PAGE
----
Walker’s victory was also very much a personal one. To Wisconsin Republicans, the governor is a hero. Now he may be one nationally as well. When he appeared at a GOP dinner with Romney and then-presidential candidate Rick Santorum a few days before the Wisconsin primaries in April, he was the most popular politician in the room by far. Wisconsin Republicans may admire Romney, but their enthusiasm for him doesn’t match their affection for Walker. He will need some of that Walker enthusiasm if he hopes to win the state in November.
There is one other important element to the Walker template for Republicans: conviction. The governor took a controversial position in going after labor unions as part of his effort to lower the state’s deficit. In the face of a huge backlash, he stood behind what he did. He acknowledged that he hadn’t thought enough about how to sell his program and paid a price for it that won’t be erased by Tuesday’s victory. But he did not back away from the changes he implemented.
That makes Walker the kind of conviction politician that many Republicans want their leaders to be — a model that some other GOP governors emulate. It is what many voters thought was missing in Romney during the primaries. Wisconsin Republicans were willing to go to almost any lengths to keep Walker in office. It’s questionable that they will do as much for Romney. His hope still rests on his ability to fuel and channel the anti-Obama anger in the party’s base as the chief motivator in November.
If Tuesday’s results buoyed Republican hopes for the presidential election, exit polls offered counter evidence that Obama may still hold advantages in Wisconsin as the campaign heats up. When voters who turned out Tuesday were asked whom they will support in the presidential election, Obama ran ahead of Romney, although his margin was short of the 14 points by which he won the state in 2008.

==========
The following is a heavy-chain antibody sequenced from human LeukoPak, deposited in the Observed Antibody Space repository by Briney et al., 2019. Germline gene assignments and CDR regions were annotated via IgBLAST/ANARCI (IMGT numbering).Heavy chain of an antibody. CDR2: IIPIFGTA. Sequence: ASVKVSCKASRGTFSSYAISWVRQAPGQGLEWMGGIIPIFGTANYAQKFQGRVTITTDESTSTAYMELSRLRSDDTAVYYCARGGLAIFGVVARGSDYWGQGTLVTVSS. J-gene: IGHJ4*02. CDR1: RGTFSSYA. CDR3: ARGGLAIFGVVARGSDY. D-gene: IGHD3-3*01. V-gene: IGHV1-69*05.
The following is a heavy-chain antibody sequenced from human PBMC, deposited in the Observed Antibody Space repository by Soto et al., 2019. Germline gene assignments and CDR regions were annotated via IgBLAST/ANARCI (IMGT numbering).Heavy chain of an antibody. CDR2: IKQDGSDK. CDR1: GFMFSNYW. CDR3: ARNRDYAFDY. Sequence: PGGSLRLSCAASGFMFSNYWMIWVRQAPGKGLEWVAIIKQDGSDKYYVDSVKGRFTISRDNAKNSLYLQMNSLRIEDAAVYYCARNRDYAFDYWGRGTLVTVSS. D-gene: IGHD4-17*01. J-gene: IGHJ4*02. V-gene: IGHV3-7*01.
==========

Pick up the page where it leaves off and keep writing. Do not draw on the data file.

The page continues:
Overall, about 17 percent of Walker voters said they will back the president. Well over half described themselves as independents — disproportionately more than in the overall electorate on Tuesday — and more than half were moderates. Overall, independents made up a larger share of the electorate on Tuesday, and Walker won them, but by a somewhat smaller margin than in 2010.
A plurality of Wisconsin voters also judged Obama superior to Romney in his ability to help the middle class. The president held a narrow advantage on who would be better at improving the economy. A memo from the Obama campaign’s Wisconsin director that was issued overnight noted, “There hasn’t been a single poll that shows Romney ahead of the president in Wisconsin.”
Walker and Obama actually share something in common. The governor did not back down from the most controversial elements of his platform, but he sought to avoid throwing them in voters’ faces. Instead, his main message was similar to what the president has been using as he campaigns nationwide: We’ve made progress, things are a little better, don’t go back to where we were before I came into office.
Partisans on both sides described Tuesday’s recall vote as the second most important election in the country this year, behind the presidential race. It lived up to those expectations, and Walker exceeded expectations with his victory. It was not a referendum on the president. That election is coming soon enough.
For more columns by Dan Balz, go to postpolitics.com.